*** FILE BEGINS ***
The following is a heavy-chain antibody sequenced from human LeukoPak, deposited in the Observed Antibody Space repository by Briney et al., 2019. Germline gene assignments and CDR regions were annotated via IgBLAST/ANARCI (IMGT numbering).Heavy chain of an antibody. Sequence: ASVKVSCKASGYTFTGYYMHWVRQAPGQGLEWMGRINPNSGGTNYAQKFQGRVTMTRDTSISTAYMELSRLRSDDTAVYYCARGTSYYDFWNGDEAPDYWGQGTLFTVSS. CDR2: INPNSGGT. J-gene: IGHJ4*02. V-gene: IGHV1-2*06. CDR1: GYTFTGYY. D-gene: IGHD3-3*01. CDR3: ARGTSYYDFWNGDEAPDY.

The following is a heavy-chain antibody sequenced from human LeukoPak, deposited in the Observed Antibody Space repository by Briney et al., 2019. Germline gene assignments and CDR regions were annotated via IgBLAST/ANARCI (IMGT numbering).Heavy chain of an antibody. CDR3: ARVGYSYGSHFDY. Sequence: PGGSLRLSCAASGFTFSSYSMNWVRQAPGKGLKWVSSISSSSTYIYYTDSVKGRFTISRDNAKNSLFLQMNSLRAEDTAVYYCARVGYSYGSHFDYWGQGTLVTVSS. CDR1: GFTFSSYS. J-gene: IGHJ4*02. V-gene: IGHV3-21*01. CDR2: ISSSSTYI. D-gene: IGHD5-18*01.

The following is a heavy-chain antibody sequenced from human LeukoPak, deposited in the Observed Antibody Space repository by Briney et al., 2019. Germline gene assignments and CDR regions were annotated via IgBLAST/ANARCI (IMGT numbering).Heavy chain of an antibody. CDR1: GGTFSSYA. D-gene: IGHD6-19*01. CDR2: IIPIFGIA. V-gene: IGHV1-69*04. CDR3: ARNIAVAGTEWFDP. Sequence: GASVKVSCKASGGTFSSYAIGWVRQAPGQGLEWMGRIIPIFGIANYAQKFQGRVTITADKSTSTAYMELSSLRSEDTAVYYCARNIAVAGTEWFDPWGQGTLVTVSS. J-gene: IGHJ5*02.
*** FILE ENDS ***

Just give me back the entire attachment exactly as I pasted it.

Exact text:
The following is a heavy-chain antibody sequenced from human LeukoPak, deposited in the Observed Antibody Space repository by Briney et al., 2019. Germline gene assignments and CDR regions were annotated via IgBLAST/ANARCI (IMGT numbering).Heavy chain of an antibody. Sequence: ASVKVSCKASGYTFTGYYMHWVRQAPGQGLEWMGRINPNSGGTNYAQKFQGRVTMTRDTSISTAYMELSRLRSDDTAVYYCARGTSYYDFWNGDEAPDYWGQGTLFTVSS. CDR2: INPNSGGT. J-gene: IGHJ4*02. V-gene: IGHV1-2*06. CDR1: GYTFTGYY. D-gene: IGHD3-3*01. CDR3: ARGTSYYDFWNGDEAPDY.

The following is a heavy-chain antibody sequenced from human LeukoPak, deposited in the Observed Antibody Space repository by Briney et al., 2019. Germline gene assignments and CDR regions were annotated via IgBLAST/ANARCI (IMGT numbering).Heavy chain of an antibody. CDR3: ARVGYSYGSHFDY. Sequence: PGGSLRLSCAASGFTFSSYSMNWVRQAPGKGLKWVSSISSSSTYIYYTDSVKGRFTISRDNAKNSLFLQMNSLRAEDTAVYYCARVGYSYGSHFDYWGQGTLVTVSS. CDR1: GFTFSSYS. J-gene: IGHJ4*02. V-gene: IGHV3-21*01. CDR2: ISSSSTYI. D-gene: IGHD5-18*01.

The following is a heavy-chain antibody sequenced from human LeukoPak, deposited in the Observed Antibody Space repository by Briney et al., 2019. Germline gene assignments and CDR regions were annotated via IgBLAST/ANARCI (IMGT numbering).Heavy chain of an antibody. CDR1: GGTFSSYA. D-gene: IGHD6-19*01. CDR2: IIPIFGIA. V-gene: IGHV1-69*04. CDR3: ARNIAVAGTEWFDP. Sequence: GASVKVSCKASGGTFSSYAIGWVRQAPGQGLEWMGRIIPIFGIANYAQKFQGRVTITADKSTSTAYMELSSLRSEDTAVYYCARNIAVAGTEWFDPWGQGTLVTVSS. J-gene: IGHJ5*02.